Debt Collection is Career of Choice for Some Criminals

The Minnesota Department of Commerce has investigated several debt collection companies recently, and the outcome is troubling. What they have found is an industry that routinely overlooks the criminal history of its employees. One major debt collection company is accused a having at least 81 employees with convictions for felonies or gross misdemeanors on its staff. From the findings of the Commerce Department, it appears as if background checks are virtually non-existent when it comes to getting employment with some debt collection firms, and in some instances, outright admission of a criminal past is no bar to employment.

In one case, a woman admitted to bank card fraud and acting as a lookout in a robbery on her job application. The major debt-collection firm hired her, and didn’t report her criminal admissions to the Minnesota Commerce Department as required. The same company went on to hire convicted felons who checked “no” on the application when asked if they had prior criminal convictions, without conducting background checks. Some of the convictions later found were for assaults, receiving stolen goods, and forgery. The employee previously convicted of forgery was hired while on probation, and used her access to credit card data to steal from debtors.

Minnesota Department of Commerce Commissioner Mike Rothman doesn’t see these incidents as isolated as lobbyists for the debt collection industry do. Although it was only “a handful of companies that disobeyed the law”, the repercussions are serious. “In numerous instances, credit card numbers, bank accounts and personal financial information of vulnerable, financially stressed people were handed over to criminals,” he says. He goes on to say that this is not isolated to only Minnesota, but other states as well.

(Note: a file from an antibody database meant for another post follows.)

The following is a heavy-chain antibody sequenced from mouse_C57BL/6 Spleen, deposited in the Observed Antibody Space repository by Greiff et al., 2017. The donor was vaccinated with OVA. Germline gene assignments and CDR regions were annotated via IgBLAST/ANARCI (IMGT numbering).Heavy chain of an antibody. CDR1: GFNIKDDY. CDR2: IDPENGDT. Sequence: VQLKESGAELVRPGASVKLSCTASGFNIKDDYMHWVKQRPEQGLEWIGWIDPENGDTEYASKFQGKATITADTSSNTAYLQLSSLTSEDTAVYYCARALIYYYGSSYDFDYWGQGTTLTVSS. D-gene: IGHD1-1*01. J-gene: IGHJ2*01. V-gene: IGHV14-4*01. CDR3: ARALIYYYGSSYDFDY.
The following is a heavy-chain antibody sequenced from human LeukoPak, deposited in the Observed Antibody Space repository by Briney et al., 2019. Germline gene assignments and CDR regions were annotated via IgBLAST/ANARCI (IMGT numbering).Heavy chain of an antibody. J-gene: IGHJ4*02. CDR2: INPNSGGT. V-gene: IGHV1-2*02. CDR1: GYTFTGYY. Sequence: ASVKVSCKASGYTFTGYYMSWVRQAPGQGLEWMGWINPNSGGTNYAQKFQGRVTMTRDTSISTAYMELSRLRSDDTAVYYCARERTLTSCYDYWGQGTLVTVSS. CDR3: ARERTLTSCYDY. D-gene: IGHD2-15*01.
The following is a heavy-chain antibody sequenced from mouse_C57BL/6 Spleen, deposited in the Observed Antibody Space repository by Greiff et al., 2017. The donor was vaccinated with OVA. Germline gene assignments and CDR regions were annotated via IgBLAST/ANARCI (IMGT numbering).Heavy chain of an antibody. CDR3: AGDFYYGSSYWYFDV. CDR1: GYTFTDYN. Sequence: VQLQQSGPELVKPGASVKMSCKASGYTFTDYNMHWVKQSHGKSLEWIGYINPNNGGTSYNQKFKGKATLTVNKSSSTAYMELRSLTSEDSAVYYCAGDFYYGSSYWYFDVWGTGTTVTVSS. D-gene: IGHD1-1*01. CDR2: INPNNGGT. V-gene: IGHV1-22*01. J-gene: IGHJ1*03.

In Massachusetts, debt collectors for car related debts will often use constables. Appointed by cities to serve papers and execute court orders, there is no training and no statewide database to keep track of them. These constables carry badges and can charge what they want to seize a car. You must pay their fee in order to get your car back, sometimes as much as $600 or more. It was found that 88 constables in Boston alone had criminal arrest records. Martha Coakley, the Massachussetts Attorney General, is proposing that debt buyers be held responsible if third party collectors commit abusive behaviors when collecting on their behalf.

Responsible business ownership means practicing due dilligence when hiring new employees. It’s important to know you can trust who you’re hiring, especially when it comes to handling sensitive information. A background check company like has provides several options for instant criminal results. Their US OneSEARCH provides fast access to information from more than 355 million criminal records from counties, Department of Corrections (DOC), Administration of Courts (AOC) and State Sex Offender Registries covering 49 states plus Washington, D.C., Puerto Rico, and Guam. Also included are national and international terrorism sources, more than 4.1 million photos, and their proprietary database of previously completed reports. And you may want to consider continous monitoring. Their Ongoing Criminal Monitoring tool allows you to automatically run a continuous background check against a name and date of birth, and they will notify you via email of any new information that may appear on the record.

About - - a founding member of the National Association of Professional Background Screeners (NAPBS®) and cofounder of the Expungement Clearinghouse - serves thousands of customers nationwide, from small businesses to Fortune 100 companies by providing comprehensive screening services. Headquartered in Dallas, Texas, with an Eastern Operations Center in Chapin, S.C., is home to one of the largest online criminal conviction databases in the industry. For more information about backgroundchecks’ offerings, please visit



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Michael Klazema

About Michael Klazema The author

Michael Klazema is the lead author and editor for Dallas-based with a focus on human resource and employment screening developments

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